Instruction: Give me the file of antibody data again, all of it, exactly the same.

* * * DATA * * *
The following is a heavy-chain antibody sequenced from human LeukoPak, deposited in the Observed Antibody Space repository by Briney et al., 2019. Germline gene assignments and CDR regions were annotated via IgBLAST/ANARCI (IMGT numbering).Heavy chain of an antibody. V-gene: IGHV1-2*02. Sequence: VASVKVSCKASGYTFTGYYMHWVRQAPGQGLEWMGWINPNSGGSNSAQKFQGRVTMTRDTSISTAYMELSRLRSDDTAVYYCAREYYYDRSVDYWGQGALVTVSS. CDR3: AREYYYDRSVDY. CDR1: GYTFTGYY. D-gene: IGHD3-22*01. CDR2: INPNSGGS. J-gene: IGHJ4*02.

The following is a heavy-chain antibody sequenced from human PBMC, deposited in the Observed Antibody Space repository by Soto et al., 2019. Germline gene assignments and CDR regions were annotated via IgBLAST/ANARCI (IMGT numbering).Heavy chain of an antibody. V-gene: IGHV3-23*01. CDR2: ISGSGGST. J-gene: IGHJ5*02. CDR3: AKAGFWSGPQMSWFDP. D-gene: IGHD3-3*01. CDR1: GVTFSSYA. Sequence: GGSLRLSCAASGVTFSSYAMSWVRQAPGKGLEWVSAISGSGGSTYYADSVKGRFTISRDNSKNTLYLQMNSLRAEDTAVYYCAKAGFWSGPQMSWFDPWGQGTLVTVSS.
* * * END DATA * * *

The following is a heavy-chain antibody sequenced from human LeukoPak, deposited in the Observed Antibody Space repository by Briney et al., 2019. Germline gene assignments and CDR regions were annotated via IgBLAST/ANARCI (IMGT numbering).Heavy chain of an antibody. V-gene: IGHV1-2*02. Sequence: VASVKVSCKASGYTFTGYYMHWVRQAPGQGLEWMGWINPNSGGSNSAQKFQGRVTMTRDTSISTAYMELSRLRSDDTAVYYCAREYYYDRSVDYWGQGALVTVSS. CDR3: AREYYYDRSVDY. CDR1: GYTFTGYY. D-gene: IGHD3-22*01. CDR2: INPNSGGS. J-gene: IGHJ4*02.

The following is a heavy-chain antibody sequenced from human PBMC, deposited in the Observed Antibody Space repository by Soto et al., 2019. Germline gene assignments and CDR regions were annotated via IgBLAST/ANARCI (IMGT numbering).Heavy chain of an antibody. V-gene: IGHV3-23*01. CDR2: ISGSGGST. J-gene: IGHJ5*02. CDR3: AKAGFWSGPQMSWFDP. D-gene: IGHD3-3*01. CDR1: GVTFSSYA. Sequence: GGSLRLSCAASGVTFSSYAMSWVRQAPGKGLEWVSAISGSGGSTYYADSVKGRFTISRDNSKNTLYLQMNSLRAEDTAVYYCAKAGFWSGPQMSWFDPWGQGTLVTVSS.